It got kind of annoying at the end:
"Which show are you going to see?" they asked.
"The Wailers," I answered.
"The Wailers; Bob Marley's band."
"What? Bob Marley's dead."
"Yeah, but his band is still touring."
I was surprised by the amount of people that had never heard the name The Wailers. But even I, a non-connoisseur of reggae music, knew about Bob Marley and The Wailers. Come to think about it though, why is it Marley and somebody? We don't say Sam Roberts and his band.
Reality is Bob Marley had that special something that set him apart. His persona outgrew the boundaries of his band, his home country and his generation. I know of baby-boomers that listen to Bob, and were introduced to his groovy rhythms from their children. We are still bombarded with countless remixes, reedits and re-releases of Bob's music. We all have our favourite Marley song, and we all have memories, habits and stereotypes associated to Bob's music.
We probably won't be served with beyond-the-grave products from Tupac 25 years from now (or at least I hope so; let the man rest, greedy capitalist scum). Bob Marley though, has truly earned his title of The Legend.
As an aside, I think highly of the man's desire to leave his seed on our planet (being The Legend and all) through an ever-growing number of confirmed illegitimate children, even though it must be kind of a downer to be the child of Bob and not benefit from it in any way.
This year, instead of breaking windows, the CSU decided to jumpstart the educational hostilities (read: the fall semester) with two weeks of celebrations; known as Orientation. Festivities during which, like at Frosh, copious amounts of beer were consumed and a few free shows were organized (just to make the whole thing look like it is not all about beer, but we all know the truth here). That is how Montreal was blessed with a free outdoor show by the Wailers. And it definitely was the whole deal, no doubt about it; the scent of sticky green in the air, Rasta people of all races, and the token young chicks, shaking it up on the big speakers next to the stage.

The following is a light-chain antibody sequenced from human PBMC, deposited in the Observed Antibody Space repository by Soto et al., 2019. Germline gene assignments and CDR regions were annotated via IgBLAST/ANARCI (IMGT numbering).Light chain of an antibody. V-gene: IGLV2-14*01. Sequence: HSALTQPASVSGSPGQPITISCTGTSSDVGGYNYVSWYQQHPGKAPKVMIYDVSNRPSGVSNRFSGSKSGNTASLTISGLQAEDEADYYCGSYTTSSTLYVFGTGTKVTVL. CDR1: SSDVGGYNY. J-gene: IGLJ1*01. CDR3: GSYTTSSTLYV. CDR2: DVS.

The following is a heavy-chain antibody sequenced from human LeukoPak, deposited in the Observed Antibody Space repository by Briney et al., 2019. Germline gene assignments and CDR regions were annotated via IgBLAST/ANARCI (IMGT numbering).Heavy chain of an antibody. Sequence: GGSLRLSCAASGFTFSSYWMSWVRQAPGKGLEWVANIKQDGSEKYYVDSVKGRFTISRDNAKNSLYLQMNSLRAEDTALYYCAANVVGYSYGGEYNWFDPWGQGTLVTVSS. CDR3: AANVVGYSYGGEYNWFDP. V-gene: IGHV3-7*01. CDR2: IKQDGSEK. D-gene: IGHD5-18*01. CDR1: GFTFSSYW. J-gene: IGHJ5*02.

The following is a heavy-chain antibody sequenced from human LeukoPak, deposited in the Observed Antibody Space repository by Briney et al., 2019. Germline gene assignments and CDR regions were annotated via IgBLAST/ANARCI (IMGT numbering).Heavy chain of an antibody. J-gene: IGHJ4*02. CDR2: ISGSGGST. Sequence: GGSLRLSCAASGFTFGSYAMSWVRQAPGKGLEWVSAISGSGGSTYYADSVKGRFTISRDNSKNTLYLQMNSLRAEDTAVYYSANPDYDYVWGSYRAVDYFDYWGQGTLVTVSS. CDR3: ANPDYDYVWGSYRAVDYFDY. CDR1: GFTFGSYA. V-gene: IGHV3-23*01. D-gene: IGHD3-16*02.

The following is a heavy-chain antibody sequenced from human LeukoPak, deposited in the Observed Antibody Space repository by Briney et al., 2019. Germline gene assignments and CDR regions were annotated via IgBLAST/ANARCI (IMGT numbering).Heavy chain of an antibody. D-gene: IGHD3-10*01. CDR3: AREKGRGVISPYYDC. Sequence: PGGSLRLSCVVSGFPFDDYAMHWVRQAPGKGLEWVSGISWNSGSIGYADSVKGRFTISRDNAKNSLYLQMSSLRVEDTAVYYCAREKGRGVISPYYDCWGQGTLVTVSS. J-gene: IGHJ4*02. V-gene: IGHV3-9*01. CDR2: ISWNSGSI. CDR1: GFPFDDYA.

Well, not really the whole deal, 'cause Bob wasn't there. The crowd did not seem to mind though, with tons of dancing and some singing along.
I doubt that many there had previously heard The Wailers' new music, or knew about their history. Nor were they likely to be aware of the fact that Aston "Family man" Barrett and his brother joined Bob Marley to form The Wailers only after two of its founding members, including the man after which the band was named, Bunny Wailer, left the group.
Does it really matter though? Would Bob have wanted The Wailers to keep touring long after him? I think so; Bob became a legend through his music and his message, and for the students at the show, that night was all about the music. No bling-bling videos on MTV, or ads disguised in reality shows were needed to bring the crowd to The Wailers. The Legend was enough.
At moments during the night, I would close my eyes and go back in time; pretend I was at a Wailers show, with Marley up there, singing on stage. It didn't quite work though; it is not something I could really imagine; it has to be lived.